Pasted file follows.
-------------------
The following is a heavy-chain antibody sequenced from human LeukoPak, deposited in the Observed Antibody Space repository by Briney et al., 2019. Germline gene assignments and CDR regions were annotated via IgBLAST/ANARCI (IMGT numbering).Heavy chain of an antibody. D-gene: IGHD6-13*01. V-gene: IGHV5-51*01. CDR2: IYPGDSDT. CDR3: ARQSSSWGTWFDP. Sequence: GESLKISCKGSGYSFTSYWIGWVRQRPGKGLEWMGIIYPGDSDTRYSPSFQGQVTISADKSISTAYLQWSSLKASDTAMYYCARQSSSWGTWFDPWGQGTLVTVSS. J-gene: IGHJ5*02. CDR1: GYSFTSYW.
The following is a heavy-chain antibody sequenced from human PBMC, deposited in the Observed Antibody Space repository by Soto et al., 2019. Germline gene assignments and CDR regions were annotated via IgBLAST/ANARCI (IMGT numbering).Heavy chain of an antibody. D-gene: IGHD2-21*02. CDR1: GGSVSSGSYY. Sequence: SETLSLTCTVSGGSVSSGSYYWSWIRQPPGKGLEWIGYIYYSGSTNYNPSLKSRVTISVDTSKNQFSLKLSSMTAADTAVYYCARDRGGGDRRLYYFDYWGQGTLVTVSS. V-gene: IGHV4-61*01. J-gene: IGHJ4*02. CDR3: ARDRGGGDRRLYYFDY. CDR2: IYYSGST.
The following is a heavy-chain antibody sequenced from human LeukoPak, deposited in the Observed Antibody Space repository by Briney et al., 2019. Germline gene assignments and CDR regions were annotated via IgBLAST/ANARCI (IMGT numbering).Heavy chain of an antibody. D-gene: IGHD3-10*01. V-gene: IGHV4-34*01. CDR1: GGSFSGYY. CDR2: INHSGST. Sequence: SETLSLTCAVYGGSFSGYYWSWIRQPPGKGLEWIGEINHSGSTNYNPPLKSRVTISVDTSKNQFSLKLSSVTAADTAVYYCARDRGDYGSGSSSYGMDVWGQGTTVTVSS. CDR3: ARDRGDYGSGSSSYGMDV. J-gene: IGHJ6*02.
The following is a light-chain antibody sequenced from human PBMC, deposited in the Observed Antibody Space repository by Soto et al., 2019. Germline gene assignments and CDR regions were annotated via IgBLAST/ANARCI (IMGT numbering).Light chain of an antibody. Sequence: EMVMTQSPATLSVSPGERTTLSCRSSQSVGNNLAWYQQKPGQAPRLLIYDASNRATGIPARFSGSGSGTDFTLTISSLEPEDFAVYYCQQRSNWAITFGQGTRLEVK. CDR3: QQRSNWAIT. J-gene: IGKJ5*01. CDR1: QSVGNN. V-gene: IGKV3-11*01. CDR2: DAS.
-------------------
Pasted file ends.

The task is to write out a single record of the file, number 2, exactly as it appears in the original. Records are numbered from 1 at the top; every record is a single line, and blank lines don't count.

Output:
The following is a heavy-chain antibody sequenced from human PBMC, deposited in the Observed Antibody Space repository by Soto et al., 2019. Germline gene assignments and CDR regions were annotated via IgBLAST/ANARCI (IMGT numbering).Heavy chain of an antibody. D-gene: IGHD2-21*02. CDR1: GGSVSSGSYY. Sequence: SETLSLTCTVSGGSVSSGSYYWSWIRQPPGKGLEWIGYIYYSGSTNYNPSLKSRVTISVDTSKNQFSLKLSSMTAADTAVYYCARDRGGGDRRLYYFDYWGQGTLVTVSS. V-gene: IGHV4-61*01. J-gene: IGHJ4*02. CDR3: ARDRGGGDRRLYYFDY. CDR2: IYYSGST.